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Stars: Mathew Baynton, Simon Farnaby, Martha Howe-Douglas, Damien Lewis, Jim Howick, Laurence Rickard, Ben Willbond, Rufus Jones, John Henry Falle, Jamie Demetriou, Richard Atwill

Director: Richard Bracewell

It’s hard to believe it but, for once, our BBC licence fee and Lottery cash (courtesy of the British Film Institute) has been well spent on this lively loony send-up of history by the BAFTA-winning stars of TV’s Horrible Histories.

I’ve always believed 1066 and All That - where Joan of Arc was held to be the daughter of Noah and, appropriate to this zany riff on Shakespeare and the Virgin Queen, it noted that “One of the most romantic aspects of the Elizabethan age was the wave of beards which suddenly swept across History and settled upon all the great men of the period”.

Which certainly applies here, since most of the actors on screen boast beards, beginning with dashing English daredevil Sir Richard Hawkins – played with relish by Damien Lewis – who is taken hostage by the King of Spain who has a nefarious murder scheme in mind.

The next beard up turns up in Stratford-Upon-Avon and belongs to Matthew Baynton, memorably funny as the eponymous Bill who, of course, is the (soon to be?) great Bard. Here, however, he is merely an aspirant playwright who plays lute in the Elizabethan pop group ‘Mortal Coil’. Then, when his colleagues abruptly dump him, Baynton, telling everyone that “I’ve written a great play for the stage”, leaves his wife and family and heads for London to achieve his ambition to become a playwright.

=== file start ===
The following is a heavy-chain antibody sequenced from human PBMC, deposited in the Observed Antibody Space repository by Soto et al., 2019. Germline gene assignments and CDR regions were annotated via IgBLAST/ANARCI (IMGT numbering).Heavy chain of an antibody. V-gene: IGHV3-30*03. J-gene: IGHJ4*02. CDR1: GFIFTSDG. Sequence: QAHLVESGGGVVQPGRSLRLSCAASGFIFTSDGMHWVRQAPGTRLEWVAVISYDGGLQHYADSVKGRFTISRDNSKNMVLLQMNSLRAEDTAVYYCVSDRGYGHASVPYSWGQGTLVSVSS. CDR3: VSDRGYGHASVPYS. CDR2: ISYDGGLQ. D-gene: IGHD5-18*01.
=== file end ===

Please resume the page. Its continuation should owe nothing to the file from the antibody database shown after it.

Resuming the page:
I hope I’m not giving away a vital plot point by revealing that he finally succeeds.

But not before we are treated to a splendid serving of high and low humour, lively lunacy and crazy comic adventures as Bill eventually foils the Spanish villains’ evil scheme to murder the Virgin Queen, played by Helen McCrory (hostage Lewis’s real-life wife) in yet another terrific comic turn.

The actors have taken Shakespeare’s comment “one man in his time plays many parts“ to heart, doubling up on roles to good effect while director Richard Bracewell makes the most of a daffy screenplay contrived by Laurence Richard and Ben Willbond (the latter doubling on screen as the King of Spain).

Crazy comic invention rarely flags in a fun film that for me was far more amusing than the “Look at Me!” antics of Blackadder.

Best of all (although there are a couple of low jokes kids might feel they have to explain to their parents) it’s a really fun family film, one that happily erases memories of all those kidflicks which have served to make the lives of accompanying adults so frequently hellish.

Alan Frank

UK/USA/Iceland 2015. UK Distributor: Vertigo Films. Colour.
94 minutes. Widescreen. UK certificate: PG.

Guidance ratings (out of 3): Sex/nudity 0, Violence/Horror 0, Drugs 0, Swearing 1.

Review date: 17 Sep 2015